I’ve written before about how my psychological state can be seen in my creative pursuits, a very obvious example of art imitating life. When I tried gardening before, I was unsuccessful due to a lack of preparation. I didn’t have all of the tools and equipment that I needed to turn my sandy London dirt into a garden that allowed my seedlings to thrive.
Two years on, I find myself researching and making plans to give myself the best chance at success. I took the time to observe my garden to put the vegetables in the best spot. Could this represent..growth?
Since my last post about my garden, spring has sprung and I’ve become quite keen on the idea of growing a few things, as well as making my garden friendly to bees.
I’ll start inside the house. So far, the plants I repotted are doing okay. Since I took the sprouts from my mint and strawberries out of my hedgehog planters, I replaced them with some mini cacti that shouldn’t mind the lack of holes in the base.
The strawberries are doing well, but the mint just never did much. When my penultimate seedling died, I decided to pop the little pot into my mini greenhouse and since then, it’s been doing a lot better.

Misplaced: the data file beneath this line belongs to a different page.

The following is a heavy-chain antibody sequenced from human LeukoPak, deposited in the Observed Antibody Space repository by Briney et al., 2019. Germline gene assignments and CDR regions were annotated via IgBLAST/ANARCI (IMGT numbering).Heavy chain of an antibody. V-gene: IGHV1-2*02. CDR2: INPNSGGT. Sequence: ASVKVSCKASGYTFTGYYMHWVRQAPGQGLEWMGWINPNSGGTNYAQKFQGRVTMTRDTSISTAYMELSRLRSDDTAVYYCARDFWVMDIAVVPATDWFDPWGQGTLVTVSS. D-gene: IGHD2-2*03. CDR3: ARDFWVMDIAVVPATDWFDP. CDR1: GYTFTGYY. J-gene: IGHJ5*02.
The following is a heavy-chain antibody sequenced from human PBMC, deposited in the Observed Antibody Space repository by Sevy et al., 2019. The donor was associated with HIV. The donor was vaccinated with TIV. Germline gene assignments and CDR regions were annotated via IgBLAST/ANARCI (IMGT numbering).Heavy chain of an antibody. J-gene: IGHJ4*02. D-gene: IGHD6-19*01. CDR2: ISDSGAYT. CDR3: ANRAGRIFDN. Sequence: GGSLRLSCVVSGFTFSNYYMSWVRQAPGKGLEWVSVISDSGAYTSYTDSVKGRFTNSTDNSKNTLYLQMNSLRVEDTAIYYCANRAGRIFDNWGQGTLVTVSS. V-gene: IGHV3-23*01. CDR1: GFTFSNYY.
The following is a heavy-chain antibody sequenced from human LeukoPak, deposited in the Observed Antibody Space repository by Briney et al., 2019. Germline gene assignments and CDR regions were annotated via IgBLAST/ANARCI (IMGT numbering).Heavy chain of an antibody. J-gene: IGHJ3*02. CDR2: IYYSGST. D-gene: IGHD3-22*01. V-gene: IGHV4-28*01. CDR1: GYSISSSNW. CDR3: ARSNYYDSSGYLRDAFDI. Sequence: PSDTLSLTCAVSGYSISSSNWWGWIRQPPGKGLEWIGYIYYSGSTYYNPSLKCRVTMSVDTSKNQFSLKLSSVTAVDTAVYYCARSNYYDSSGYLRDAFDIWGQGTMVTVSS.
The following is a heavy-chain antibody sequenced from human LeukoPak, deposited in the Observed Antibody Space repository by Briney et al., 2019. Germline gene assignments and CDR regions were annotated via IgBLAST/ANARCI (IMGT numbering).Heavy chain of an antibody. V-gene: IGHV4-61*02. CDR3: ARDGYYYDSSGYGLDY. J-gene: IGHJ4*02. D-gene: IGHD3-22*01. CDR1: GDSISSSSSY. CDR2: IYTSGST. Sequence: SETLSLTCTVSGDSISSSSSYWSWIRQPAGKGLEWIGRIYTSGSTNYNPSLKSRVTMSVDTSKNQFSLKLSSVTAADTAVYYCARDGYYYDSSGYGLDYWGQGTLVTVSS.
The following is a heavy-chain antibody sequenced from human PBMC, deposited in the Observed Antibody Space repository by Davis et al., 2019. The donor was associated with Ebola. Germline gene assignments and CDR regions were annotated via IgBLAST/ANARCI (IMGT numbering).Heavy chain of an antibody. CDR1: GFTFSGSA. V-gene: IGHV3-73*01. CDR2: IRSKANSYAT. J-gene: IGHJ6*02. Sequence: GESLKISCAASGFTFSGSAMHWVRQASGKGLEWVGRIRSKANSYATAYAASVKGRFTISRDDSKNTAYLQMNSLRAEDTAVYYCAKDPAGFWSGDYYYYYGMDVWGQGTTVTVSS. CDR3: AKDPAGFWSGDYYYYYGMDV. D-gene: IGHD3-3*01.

The other compost plugs have dahlia sprouts I’m growing for a study called Blooms for Bees, being run by various institutions including Coventry Uni, the RHS and the Bumblebee Conservation Trust, of which I am a member. The seedlings appeared really quickly, so I repotted them because I was worried about overcrowding.
The coloured sticks indicate the variety of dahlia. I kept the spare seedlings in case I’ve killed any of these.
Thinking about my dream of having a smallholding one day, my herbs are doing okay, apart from the fact that my rosemary actually seems to be sage.
I’m going to look into buying some small rosemary and thyme plants. I think they would be lovely to keep in small pots in the garden. I also have some tomato and beetroot seeds that I need to get on and plant.
My landlady has said I can plant a vegetable patch in the garden. I’m excited to give it a go but apprehensive about whether I’ll actually be able to grow anything edible. The patch looks like this at the moment.
A couple of years ago, I moved into my first house in London with a garden. Despite my terror of creepy-crawlies, I cleared it and planted some pumpkins that I’d grown from seed. Unfortunately the pumpkins succumbed to some kind of parasite or something after they flowered, so they never grew to full maturity.
I moved house again in September. Even though my new house also has a (nicer) small garden, gardening was pretty far down on the list of my priorities. However, I did buy some cute hedgehog-shaped herb planters from the shop at the Wellcome Collection.